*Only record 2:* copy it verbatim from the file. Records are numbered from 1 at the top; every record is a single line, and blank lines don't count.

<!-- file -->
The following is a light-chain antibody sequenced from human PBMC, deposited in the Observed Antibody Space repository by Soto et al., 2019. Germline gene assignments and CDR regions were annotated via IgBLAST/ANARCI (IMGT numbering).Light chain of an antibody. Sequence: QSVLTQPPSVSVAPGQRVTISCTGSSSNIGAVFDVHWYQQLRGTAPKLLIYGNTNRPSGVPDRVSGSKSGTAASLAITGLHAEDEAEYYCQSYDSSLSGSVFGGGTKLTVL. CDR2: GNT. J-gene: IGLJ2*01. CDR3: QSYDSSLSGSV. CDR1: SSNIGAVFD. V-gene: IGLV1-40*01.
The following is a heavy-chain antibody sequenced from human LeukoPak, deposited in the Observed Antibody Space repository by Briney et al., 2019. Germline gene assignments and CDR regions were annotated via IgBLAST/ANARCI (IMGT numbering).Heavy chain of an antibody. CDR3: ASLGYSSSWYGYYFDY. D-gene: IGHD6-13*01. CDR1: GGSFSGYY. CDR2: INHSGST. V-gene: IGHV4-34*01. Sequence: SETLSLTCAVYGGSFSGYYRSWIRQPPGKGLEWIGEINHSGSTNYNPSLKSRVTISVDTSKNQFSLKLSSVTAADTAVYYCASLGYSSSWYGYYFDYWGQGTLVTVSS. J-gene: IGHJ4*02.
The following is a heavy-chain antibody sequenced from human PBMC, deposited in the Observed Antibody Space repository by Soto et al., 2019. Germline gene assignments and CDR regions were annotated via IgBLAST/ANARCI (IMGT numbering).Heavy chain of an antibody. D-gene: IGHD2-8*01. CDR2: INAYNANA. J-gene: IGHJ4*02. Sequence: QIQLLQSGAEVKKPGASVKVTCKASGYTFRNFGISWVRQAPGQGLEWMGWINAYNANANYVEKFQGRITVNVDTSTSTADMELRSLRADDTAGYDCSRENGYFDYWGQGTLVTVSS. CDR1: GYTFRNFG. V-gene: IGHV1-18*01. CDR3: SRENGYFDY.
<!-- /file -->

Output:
The following is a heavy-chain antibody sequenced from human LeukoPak, deposited in the Observed Antibody Space repository by Briney et al., 2019. Germline gene assignments and CDR regions were annotated via IgBLAST/ANARCI (IMGT numbering).Heavy chain of an antibody. CDR3: ASLGYSSSWYGYYFDY. D-gene: IGHD6-13*01. CDR1: GGSFSGYY. CDR2: INHSGST. V-gene: IGHV4-34*01. Sequence: SETLSLTCAVYGGSFSGYYRSWIRQPPGKGLEWIGEINHSGSTNYNPSLKSRVTISVDTSKNQFSLKLSSVTAADTAVYYCASLGYSSSWYGYYFDYWGQGTLVTVSS. J-gene: IGHJ4*02.